Bay Area a 2bd apartment is around $2,000. More in desirable areas, less in less desirable ones. San Francisco proper is around $3,000, and for a generally much smaller apartment.
 
Old 02-24-2013, 10:15 AM
 
Location: Los Angeles area
14,018 posts, read 17,740,386 times
Reputation: 32304
Default Dogma and self-regulation

Quote:
Originally Posted by nybbler View Post
The narrowing of the consumer loan interest deduction to the mortgage interest deduction happened in 1986. Trying to tie that to events in 2002 is bizarre.

You just keep beating your anti-suburban anti-car drum over and over, as if repetition will substitute for actual evidence. And you have none.
Yes, quite so. The anti-suburban, anti-car sentiment is basically like a religion. In religion, certain things are defined by dogma as being good and evil. Facts and rational argument don't really enter into the matter. Thus by dogma, suburbia is evil and cars are evil. The idea that people should be free to choose their lifestyles is anathema to the shower temperature regulators, who fail to realize that many things are ultimately self-regulating. Here are two examples of things that are self-regulating:

When traffic congestion gets worse and worse, people have options when they get sick of the congestion. They can move closer to work, look into public transit (provided it would save time, which it often doesn't), change jobs, etc. This is already happening.

When gasoline becomes too expense and people don't feel they can afford it, they have options similar to the ones in the above paragraph. They can move, car-pool, take public transit (provided it is cheaper, which is isn't always), try bicycling (not always practical, but it works for some). They can also make better choices of vehicles - a Prius versus an SUV, for example. This also is already happening.
 
Old 02-24-2013, 04:43 PM
 
Location: Hong Kong
1,329 posts, read 873,136 times
Reputation: 217
Quote:
Originally Posted by Escort Rider View Post
Yes, quite so. The anti-suburban, anti-car sentiment is basically like a religion. In religion, certain things are defined by dogma as being good and evil. Facts and rational argument don't really enter into the matter. Thus by dogma, suburbia is evil and cars are evil. The idea that people should be free to choose their lifestyles is anathema to the shower temperature regulators, who fail to realize that many things are ultimately self-regulating. Here are two examples of things that are self-regulating:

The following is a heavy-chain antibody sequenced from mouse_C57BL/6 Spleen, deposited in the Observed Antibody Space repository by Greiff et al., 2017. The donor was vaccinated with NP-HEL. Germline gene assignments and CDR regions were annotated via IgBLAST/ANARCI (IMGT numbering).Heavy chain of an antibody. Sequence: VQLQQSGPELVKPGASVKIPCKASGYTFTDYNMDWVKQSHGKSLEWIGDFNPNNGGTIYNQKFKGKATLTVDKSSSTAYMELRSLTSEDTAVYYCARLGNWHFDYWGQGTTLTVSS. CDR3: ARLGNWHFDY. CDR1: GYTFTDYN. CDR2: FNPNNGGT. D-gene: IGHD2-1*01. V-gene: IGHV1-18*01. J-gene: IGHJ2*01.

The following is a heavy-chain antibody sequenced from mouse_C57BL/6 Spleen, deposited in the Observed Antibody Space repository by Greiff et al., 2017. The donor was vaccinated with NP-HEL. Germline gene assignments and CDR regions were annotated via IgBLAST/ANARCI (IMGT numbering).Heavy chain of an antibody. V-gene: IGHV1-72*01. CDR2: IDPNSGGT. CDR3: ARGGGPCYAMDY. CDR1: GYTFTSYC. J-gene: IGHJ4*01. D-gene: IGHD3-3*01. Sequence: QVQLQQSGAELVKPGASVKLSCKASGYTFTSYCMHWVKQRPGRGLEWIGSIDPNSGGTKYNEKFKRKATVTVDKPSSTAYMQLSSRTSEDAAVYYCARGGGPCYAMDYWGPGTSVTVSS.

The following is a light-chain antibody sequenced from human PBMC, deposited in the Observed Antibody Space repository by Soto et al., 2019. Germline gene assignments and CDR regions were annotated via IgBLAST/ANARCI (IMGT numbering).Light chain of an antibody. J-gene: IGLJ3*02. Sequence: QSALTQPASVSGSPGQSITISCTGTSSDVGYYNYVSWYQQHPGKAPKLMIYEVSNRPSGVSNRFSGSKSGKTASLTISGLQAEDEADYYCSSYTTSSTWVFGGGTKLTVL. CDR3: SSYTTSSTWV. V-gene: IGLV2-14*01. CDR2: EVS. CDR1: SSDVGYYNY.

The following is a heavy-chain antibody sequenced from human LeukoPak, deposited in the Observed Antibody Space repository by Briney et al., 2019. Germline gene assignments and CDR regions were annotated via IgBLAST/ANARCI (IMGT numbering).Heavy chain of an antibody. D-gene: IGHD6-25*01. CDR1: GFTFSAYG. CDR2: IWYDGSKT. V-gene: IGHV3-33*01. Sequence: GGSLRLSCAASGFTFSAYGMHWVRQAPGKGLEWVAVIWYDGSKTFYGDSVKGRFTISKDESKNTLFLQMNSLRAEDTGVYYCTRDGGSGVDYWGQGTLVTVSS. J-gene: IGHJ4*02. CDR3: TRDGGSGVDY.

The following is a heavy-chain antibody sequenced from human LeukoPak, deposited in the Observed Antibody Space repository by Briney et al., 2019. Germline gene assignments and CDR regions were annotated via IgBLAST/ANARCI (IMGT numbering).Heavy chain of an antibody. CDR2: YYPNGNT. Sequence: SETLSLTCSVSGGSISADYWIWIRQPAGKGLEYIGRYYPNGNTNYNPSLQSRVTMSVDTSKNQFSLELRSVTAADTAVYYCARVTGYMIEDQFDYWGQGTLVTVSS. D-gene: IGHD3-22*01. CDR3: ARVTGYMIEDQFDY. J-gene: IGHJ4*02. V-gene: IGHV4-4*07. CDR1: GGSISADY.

When traffic congestion gets worse and worse, people have options when they get sick of the congestion. They can move closer to work, look into public transit (provided it would save time, which it often doesn't), change jobs, etc. This is already happening.

When gasoline becomes too expense and people don't feel they can afford it, they have options similar to the ones in the above paragraph. They can move, car-pool, take public transit (provided it is cheaper, which is isn't always), try bicycling (not always practical, but it works for some). They can also make better choices of vehicles - a Prius versus an SUV, for example. This also is already happening.
Well, I would say the opposite:
"The suburban, car-dependent sentiment is basically like a religion."
One that is toxic for those who have it, and also for those who don't have it:

As THEY burn through a limited resource, and channel US wealth offshore, they maintain a sense of superiority, while living in denial.

Please answer my repeated questions:
1/
What do you think gives America the right, with only 5% of the World's population to use 20-25% of the world's annual oil production?
(this seems like a moral question at first, but it becomes an economic question, when you look at it more deeply.)